People from arid and semi-arid areas in Kenya are witnessing the devastating effects of climate change that include droughts, floods, cyclones, desertification, food insecurity, displacement, and conflicts. PHOTO/FILE
By PATRICK MAYOYO
Africa non-state actors have outlined demands they expect African leaders to uphold and champion at the Africa Climate Summit set to be held in Nairobi, Kenya in next month and at COP28 in Dubai, United Arab Emirates (UAE).
Top on their list is respect, protection, and fulfillment of the human rights of all people, especially those left vulnerable and marginalised by the effects of climate change, such as indigenous peoples, women, children, persons with disabilities, and poor communities.
They are also calling for the promotion of fair, just and equitable distribution of the benefits and burdens of climate action, both within and between countries, taking into account historical responsibility, capacity, and different levels of development.
“Empower women and girls as agents of change and leaders in climate action, ensuring their full, equal, and meaningful participation in decision-making processes at all levels and addressing the gender-specific impacts of climate change on their lives and livelihoods,” they said in a statement.
They also called for the securing of the rights and interests of present and future generations, ensuring they have access to a healthy and sustainable environment, adequate resources, and opportunities to thrive in a low-carbon and climate-resilient world.
For those interested in signing the petition of the Africa non-state actors it is found here.
“As Non-State Actors, we are deeply concerned about the impacts of the climate crisis on our continent and its people. We are witnessing the devastating effects of droughts, floods, cyclones, desertification, food insecurity, displacement, and conflicts,” they noted.
They added that they are also aware of the historical and current responsibilities of the developed countries in causing and exacerbating this crisis and their failure to provide adequate support to the most vulnerable countries and communities.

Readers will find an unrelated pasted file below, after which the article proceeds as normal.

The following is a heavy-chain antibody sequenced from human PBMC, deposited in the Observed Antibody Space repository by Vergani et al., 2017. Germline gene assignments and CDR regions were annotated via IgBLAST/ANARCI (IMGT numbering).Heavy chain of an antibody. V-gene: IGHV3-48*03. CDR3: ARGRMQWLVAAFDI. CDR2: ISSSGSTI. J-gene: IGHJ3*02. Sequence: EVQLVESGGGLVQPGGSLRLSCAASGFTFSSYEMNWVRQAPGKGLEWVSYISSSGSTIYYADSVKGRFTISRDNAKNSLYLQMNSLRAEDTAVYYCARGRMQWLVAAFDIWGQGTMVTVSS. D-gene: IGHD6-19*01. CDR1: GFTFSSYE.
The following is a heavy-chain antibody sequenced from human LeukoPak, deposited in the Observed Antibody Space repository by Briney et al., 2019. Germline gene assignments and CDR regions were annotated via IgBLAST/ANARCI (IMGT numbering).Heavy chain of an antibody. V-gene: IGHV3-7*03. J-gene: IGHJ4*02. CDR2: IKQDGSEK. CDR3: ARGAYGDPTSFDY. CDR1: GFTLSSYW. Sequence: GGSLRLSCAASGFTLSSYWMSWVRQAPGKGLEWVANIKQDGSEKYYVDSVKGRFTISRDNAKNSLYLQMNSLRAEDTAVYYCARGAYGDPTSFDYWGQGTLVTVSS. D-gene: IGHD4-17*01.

The said Africa Climate Summit, scheduled for September 2023 in Nairobi, Kenya, is a unique opportunity for the continent, through its leaders, to raise the urgency of addressing the climate emergency and protecting the rights and livelihoods of its citizens.
“It is also an opportunity to build momentum and solidarity for the African agenda at COP28 and beyond by highlighting African countries’ common interests and aspirations in achieving a low-carbon, climate-resilient, and inclusive development,” they added.
They said they have been steadfast in advocating a just and equitable transition to a low-carbon, climate-resilient future that respects the rights and dignity of all people.
They observed that in the past several weeks, they have held direct and indirect engagements with the Kenyan Government, the African Union Commission, and the larger ClimDev-Africa Initiative under the aegis of an independent Non-State Actors’ Committee, which was established to ensure that the summit reflects the voices and aspirations of African people.
“Despite these engagements and the evidence provided by the latest science, we are worried that the summit may fall short of these aspirations,” they warned.
They asked African leaders to reject false solutions and narratives that undermine African communities’ rights, interests, and sovereignty, such as carbon markets, geo-engineering, nuclear energy, and the principle of share responsibilities.
PACJA officials welcome with President William Ruto. PHOTO/PACJA
They reminded the African leaders that some proposals or actions claim to address the climate crisis while in reality, they either have no significant impact on reducing greenhouse gas emissions or, worse, have negative social and environmental consequences.
“These proposals are promoted by powerful interests that benefit from maintaining the status quo of fossil fuel dependence, and they divert attention and resources from the real solutions that are urgently needed,” they said.
They asked African leaders and stakeholders at both Africa Climate Summit and COP28 to critically examine the claims and evidence behind any proposed solution and make it a duty to the African people to ask had questions about such proposals.
They implored the leaders to press for and uphold transparent and participatory decision-making processes involving diverse stakeholders and perspectives; ensuring that the voices of those most affected by climate change and its solutions are heard and respected; and supporting the development and implementation of solutions that are based on sound science, local knowledge, and community empowerment.
“Show courage in confronting the systemic changes needed to address climate change effectively, recognizing that false climate solutions often serve to maintain the status quo and protect the interests of powerful actors who benefit from the current system,” they demanded.